If you are a parent undergoing cancer treatments, the first thing you should do is try to stop eating (and drinking): beer, wine, coffee, anything with sugar and anything with caffeine. Then there are some gross drinks you should drink (ie: beat, ginger, lettuce and/or spinach, celery and carrott juice and/or medicinal tea) after you have had all of those drinks it reduces the chances of throwing-up during chemotherapy.
Personally I think that I am getting less time with my mom and more time with my friends. It may seem to you like a big treat but to me I like spending time with my family but don’t get me wrong I also like spending time with my friends just when you are in a situation like this you like spending time with your family.
Mark mumbled early this morning some plans involving scotch and the ringing out of “this horrid year”.
But doctors believe breast cancer takes six to eight years to develop to a detectable size and this was the year we caught it, cut it out, clubbed it and commenced construction of kick-ass “KEEP OUT” mechanisms.
So I say, “Thank You, 2009.”
… and good riddance!
Other happenings that rocked our 2009:
Nortel (my employer at the time) seeks Chapter 11 bankruptcy protection in the United States and Canada.
Not a huge surprise but it definitely rocked our world.
We adopt our pooch, Phaedra.
After 6 years of daily pleading, coercing, negotiating and plotting, we caved in. Little did we know she would become my very ownDr. White.
I leap from Nortel, and 22 years of software development, to a 12-month term position as a Technical Writer at EDC.
It was my first time without health benefits in my entire adult life, but it was walking distance from home and a chance to swap the stress of software development for the creative bliss of writing.
My “father”, Keith Ross, attempts to break into our home, spends who knows how long smashing on our front door, screaming through our mail slot and tearing out our mail slot and curtain.
As traumatic as this was for our entire family, it marked a clean endpoint of what has been an extremely painful, life long dysfunctional relationship.
I’m reunited with my long lost cousin, Kelly Clavette.
Kelly was my favourite cousin and a constant holiday companion throughout my childhood. We lost touch in our tweens. Thirty years later, Kelly and I “almost accidentally” reconnected and our renewed friendship with Kelly and her family brings our whole family true joy daily.
My diagnosis bridges the gap between myself and Mark’s parents, Rhoda and Bert Blevis.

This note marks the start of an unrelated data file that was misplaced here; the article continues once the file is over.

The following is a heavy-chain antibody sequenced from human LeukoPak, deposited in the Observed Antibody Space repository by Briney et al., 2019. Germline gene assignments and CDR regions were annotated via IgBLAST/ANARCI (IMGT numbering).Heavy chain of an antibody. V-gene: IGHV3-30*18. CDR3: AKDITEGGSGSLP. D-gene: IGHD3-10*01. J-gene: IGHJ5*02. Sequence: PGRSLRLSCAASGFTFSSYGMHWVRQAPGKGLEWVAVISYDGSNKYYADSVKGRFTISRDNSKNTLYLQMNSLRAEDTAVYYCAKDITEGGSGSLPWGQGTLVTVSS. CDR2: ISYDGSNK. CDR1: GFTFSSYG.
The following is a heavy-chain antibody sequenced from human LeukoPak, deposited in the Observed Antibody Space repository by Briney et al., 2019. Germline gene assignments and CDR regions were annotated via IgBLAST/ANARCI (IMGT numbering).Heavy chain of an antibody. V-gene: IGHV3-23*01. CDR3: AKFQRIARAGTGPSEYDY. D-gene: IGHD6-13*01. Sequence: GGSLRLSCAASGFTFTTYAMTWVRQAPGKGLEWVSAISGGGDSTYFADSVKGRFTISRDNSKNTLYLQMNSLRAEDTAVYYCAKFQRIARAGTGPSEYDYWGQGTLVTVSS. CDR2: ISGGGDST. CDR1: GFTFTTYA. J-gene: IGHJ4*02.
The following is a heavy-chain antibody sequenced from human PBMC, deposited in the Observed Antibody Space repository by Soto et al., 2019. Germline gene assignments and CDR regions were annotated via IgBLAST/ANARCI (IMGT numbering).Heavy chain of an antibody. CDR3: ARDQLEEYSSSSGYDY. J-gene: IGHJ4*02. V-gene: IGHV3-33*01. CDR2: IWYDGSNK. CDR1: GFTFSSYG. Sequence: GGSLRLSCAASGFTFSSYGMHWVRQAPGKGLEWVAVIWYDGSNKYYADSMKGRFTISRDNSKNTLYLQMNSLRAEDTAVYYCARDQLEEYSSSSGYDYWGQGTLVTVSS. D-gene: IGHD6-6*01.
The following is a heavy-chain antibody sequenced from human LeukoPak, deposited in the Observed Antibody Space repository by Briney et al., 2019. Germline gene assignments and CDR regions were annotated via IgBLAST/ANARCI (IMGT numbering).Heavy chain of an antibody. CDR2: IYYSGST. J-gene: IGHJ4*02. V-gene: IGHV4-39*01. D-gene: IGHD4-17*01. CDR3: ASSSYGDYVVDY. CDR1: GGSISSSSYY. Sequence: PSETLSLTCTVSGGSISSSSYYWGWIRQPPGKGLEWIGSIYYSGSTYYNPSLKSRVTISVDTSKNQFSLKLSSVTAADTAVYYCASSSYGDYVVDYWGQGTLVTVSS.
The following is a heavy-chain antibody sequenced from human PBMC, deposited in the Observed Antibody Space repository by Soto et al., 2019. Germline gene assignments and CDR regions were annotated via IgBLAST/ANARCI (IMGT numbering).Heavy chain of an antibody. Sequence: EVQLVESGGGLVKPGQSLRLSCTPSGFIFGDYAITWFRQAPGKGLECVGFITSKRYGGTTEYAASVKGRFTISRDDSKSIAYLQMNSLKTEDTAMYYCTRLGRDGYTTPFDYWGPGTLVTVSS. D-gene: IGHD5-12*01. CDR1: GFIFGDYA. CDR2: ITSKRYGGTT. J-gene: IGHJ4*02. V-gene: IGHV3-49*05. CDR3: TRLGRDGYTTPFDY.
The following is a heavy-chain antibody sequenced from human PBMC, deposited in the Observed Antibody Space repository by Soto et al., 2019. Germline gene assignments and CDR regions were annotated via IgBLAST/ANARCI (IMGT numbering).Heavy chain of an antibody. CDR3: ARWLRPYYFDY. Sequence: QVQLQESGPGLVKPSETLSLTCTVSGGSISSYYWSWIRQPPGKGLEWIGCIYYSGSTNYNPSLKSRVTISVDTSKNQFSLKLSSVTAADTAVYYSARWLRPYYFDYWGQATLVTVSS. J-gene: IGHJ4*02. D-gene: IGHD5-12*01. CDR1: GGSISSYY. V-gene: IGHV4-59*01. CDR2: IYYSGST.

Religious differences, unclear expecations and my own social anxiety had made my relationship with Mark’s parents a rocky one but the minute they received news of my diagnosis, Rhoda and Bert let bygones be bygones and promptly made themselves available to support our little family in any and every way. We couldn’t have made it this far (this sane) without their unbelievable support.
My diagnosis reunites me with my long lost brother, David Ross.
I’ve missed my little bro terribly and, regardless of the circumstances, I’m thrilled that we’re in each others’ lives again.
Mark abandons his own media endeavours and takes an exciting new position as a digital public affairs strategist with Fleishman-Hillard.
Health benefits and insurance and security, Oh My!
Our friend Caroline Coady announces she is cured of Stage 4 Colon Cancer.
Mark’s long time friend David O’Farrell loses his battle with cancer.
I revel in 14 years of Mark Blevis.
On December 22, 1995, while on a date with someone else and thanks to a huge number of coincidences, I met Mark Blevis. Lucky me! We’ve doubled the seven year itch and I’m still itching to be with this fabulous guy.
It was 3 a.m. on the second day of her first chemo cycle and Andrea still couldn’t get to sleep. So she occupied herself with plans for shaving her head before her hair falls out — a certainty with breast cancer chemo. That’s when she pitched her idea to me (I was also awake). Inspired by a cancer blogger who lives in our neighbourhood (See going bald), Andrea suggested we invite a number of our family and friends over for munchies, drinks, cake and the opportunity to be a part of her head shaving experience.
We invite you to follow our journey to making Andrea a breast cancer survivor. We’ll blog our experiences and thoughts and share audio, video and photographs of the process — from diagnosis on Oct. 6 to Survivor.